But, while Jesus does acknowledge that, historically speaking, Jerusalem is the place for accessing God, he also says that that is no longer true now. In fact, he announces a brand new insight into the nature of God: “God is spirit,” he says, “and those who worship him must worship in spirit and truth.” And there, right there, you have one good explanation for why people accused Jesus’ followers of being atheists.
You see, the whole development of religion is one of the ways in humans have always dealt with the basic fears that come with life in this very unpredictable world. I mean, who can stand going through this world and just not knowing what terrible thing might happen next? Sickness and disease, war and pestilence, accidents and all kinds of other terrible things that can go wrong seem to shadow our every moment of existence as human beings on this planet. And, most terrifying of all, so much of it seems to happen for no apparent reason.
And so people looked to their gods to explain these things and especially to find a way to control all of the terrible and frightening things that seem to happen in this world. Religion developed as a way to control the things that happen to us by controlling the gods who make these things happen. Holy sites were chosen, temples were built and priests are consecrated to manage all of the ways that the gods were manipulated with rituals and sacrifices to influence them and make things happen in certain ways. I think that this is true of any religion including Judaism and even Christianity in many of its forms.
But when Jesus declared that it didn’t really matter where you worship God – whether in Jerusalem or Samaria – because God was spirit, he was really declaring but he didn’t believe in that kind of God – the kind of God who could be manipulated with our religion.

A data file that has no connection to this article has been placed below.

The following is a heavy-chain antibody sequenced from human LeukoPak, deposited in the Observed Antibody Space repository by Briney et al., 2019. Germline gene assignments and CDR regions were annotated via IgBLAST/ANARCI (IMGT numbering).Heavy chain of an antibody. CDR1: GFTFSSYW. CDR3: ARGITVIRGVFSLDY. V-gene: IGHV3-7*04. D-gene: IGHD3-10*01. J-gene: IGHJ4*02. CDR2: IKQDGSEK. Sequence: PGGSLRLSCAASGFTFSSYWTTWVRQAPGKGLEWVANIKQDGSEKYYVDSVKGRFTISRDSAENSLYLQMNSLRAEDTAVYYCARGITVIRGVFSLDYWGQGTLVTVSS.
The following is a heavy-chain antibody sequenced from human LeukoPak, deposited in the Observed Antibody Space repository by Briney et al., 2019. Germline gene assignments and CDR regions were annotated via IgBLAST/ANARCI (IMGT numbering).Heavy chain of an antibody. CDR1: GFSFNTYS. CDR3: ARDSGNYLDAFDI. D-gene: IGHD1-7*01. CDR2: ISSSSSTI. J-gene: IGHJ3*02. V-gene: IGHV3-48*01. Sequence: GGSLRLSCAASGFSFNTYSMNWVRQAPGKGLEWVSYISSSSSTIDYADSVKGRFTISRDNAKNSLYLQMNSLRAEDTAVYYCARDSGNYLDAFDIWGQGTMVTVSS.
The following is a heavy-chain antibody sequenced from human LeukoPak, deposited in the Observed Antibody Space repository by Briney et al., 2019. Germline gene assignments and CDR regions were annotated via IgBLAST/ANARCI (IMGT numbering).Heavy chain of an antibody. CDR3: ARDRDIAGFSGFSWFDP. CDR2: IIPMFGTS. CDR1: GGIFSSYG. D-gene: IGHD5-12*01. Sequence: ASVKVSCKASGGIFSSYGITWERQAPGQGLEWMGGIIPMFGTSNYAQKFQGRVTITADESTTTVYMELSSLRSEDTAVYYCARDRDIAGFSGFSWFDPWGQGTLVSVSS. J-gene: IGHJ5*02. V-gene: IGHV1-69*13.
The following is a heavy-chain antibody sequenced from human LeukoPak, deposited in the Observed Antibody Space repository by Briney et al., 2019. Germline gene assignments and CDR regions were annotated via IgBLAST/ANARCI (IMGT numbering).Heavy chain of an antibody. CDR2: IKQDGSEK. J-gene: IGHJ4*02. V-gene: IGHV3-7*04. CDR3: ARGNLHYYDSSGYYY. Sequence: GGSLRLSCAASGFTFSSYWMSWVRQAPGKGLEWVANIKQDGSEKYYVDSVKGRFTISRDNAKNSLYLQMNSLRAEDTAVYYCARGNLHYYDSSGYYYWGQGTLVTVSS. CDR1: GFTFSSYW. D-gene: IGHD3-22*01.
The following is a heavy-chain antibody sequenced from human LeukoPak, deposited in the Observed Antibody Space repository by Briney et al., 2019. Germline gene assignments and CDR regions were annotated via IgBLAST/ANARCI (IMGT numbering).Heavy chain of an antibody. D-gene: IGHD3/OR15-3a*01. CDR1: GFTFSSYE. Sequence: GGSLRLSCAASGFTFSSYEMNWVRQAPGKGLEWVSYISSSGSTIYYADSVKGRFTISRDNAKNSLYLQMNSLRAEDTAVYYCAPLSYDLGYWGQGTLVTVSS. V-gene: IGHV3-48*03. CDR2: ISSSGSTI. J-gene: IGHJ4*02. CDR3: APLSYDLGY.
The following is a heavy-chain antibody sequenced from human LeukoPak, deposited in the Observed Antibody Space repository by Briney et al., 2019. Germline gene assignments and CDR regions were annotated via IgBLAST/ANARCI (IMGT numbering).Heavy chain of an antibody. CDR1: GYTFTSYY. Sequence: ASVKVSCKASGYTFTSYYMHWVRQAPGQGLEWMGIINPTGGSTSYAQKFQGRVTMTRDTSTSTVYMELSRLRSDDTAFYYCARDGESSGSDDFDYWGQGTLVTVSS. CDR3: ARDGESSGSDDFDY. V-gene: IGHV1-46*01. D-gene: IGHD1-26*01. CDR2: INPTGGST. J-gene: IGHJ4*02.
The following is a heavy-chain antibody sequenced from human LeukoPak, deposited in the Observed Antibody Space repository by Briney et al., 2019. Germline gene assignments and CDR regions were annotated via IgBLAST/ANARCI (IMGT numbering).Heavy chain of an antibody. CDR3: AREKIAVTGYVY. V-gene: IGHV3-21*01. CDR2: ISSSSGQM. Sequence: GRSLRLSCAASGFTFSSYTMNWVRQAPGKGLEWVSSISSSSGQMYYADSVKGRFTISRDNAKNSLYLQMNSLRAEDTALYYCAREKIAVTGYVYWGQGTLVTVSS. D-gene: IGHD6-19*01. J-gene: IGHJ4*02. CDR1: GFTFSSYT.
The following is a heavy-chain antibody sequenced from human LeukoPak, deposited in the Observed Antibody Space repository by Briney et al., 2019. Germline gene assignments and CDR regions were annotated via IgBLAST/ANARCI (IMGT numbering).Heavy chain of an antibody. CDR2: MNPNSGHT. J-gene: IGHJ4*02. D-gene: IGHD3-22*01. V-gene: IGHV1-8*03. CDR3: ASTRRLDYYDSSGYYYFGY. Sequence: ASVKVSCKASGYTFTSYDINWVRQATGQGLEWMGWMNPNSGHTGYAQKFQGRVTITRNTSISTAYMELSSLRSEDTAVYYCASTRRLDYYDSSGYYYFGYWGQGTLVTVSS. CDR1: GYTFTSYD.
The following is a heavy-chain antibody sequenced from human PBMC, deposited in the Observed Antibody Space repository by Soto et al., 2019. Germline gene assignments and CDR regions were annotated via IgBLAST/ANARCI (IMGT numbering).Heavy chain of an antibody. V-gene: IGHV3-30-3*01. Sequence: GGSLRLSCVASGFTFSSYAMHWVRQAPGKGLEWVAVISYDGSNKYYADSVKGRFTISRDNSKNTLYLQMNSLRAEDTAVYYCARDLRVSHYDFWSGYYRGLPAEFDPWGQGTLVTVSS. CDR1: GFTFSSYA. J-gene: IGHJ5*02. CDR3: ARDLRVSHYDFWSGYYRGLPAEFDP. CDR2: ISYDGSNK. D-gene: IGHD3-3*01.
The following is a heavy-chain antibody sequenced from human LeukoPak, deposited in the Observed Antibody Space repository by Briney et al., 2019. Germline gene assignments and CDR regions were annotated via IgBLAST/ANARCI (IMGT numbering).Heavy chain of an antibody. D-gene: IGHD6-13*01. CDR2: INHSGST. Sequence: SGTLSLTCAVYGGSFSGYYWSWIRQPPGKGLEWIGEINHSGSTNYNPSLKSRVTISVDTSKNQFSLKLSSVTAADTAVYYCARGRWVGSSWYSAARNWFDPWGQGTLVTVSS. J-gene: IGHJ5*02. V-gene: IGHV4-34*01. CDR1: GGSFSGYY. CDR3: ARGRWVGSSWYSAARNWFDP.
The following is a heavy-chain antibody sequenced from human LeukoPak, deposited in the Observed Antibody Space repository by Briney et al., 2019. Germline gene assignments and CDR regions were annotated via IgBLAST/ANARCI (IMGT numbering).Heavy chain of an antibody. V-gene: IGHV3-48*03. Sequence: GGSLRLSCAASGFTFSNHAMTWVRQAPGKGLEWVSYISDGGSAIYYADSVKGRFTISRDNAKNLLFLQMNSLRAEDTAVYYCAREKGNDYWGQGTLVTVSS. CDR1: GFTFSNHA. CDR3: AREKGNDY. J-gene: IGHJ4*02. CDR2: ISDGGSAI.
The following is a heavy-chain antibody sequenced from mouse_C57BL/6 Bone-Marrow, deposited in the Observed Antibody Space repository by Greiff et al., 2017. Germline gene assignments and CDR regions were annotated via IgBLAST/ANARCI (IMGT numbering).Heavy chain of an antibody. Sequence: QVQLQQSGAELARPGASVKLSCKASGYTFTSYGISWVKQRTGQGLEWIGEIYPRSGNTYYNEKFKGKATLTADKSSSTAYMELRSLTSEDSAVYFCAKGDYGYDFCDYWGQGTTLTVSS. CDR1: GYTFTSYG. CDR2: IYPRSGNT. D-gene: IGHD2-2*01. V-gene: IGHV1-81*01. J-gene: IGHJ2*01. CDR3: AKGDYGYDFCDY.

And, it must be said, that this was a very dangerous thing for him to say because what was at stake was not only the question of where one might worship God. Religion, in all of its forms, has built up these complex power structures over the centuries. If the priests and religious leaders are able to manipulate the gods and so control the terrible things that may happen in this world, then they are extraordinarily powerful and they can use that power as leverage in other areas of life. That’s how religion becomes a powerful tool for manipulating whole populations and for amassing great wealth, which is what it has been for much of human history.
But Jesus, with one short phrase, “God is Spirit,” throws all of that carefully developed power structure to the wind. And I almost mean that literally. There was just one word – both in the Aramaic language that Jesus spoke and in the Greek language of the gospel – one word that was used to speak of both spirit and wind. Pneuma, in Greek, is a word that mean both spirit and wind. Ruach, in Hebrew also means both spirit and wind. So when Jesus calls God spirit he is also calling God wind and, as Jesus says elsewhere in this same gospel, “The wind blows where it chooses, and you hear the sound of it, but you do not know where it comes from or where it goes. So it is with everyone who is born of the Spirit.”
Jesus was saying that, if God is spirit, then God is about as easy to nail down and control as the wind. And I realize that we, as modern people do have a better understanding of where the wind comes from and where it goes, than did the people of Jesus’ time. We know about atmospheric pressures and air currents and how they can influence and change the flows of the wind. But all our knowledge has not brought us to the place where we can make it blow when, where and as hard as we want it to. If we could do that, we would have shut down the fire in Fort McMurray so easily, but we can’t. If the goal of our relgion is to bring God under our control and get him to behave and make life play out as we want, we will be sorely disappointed.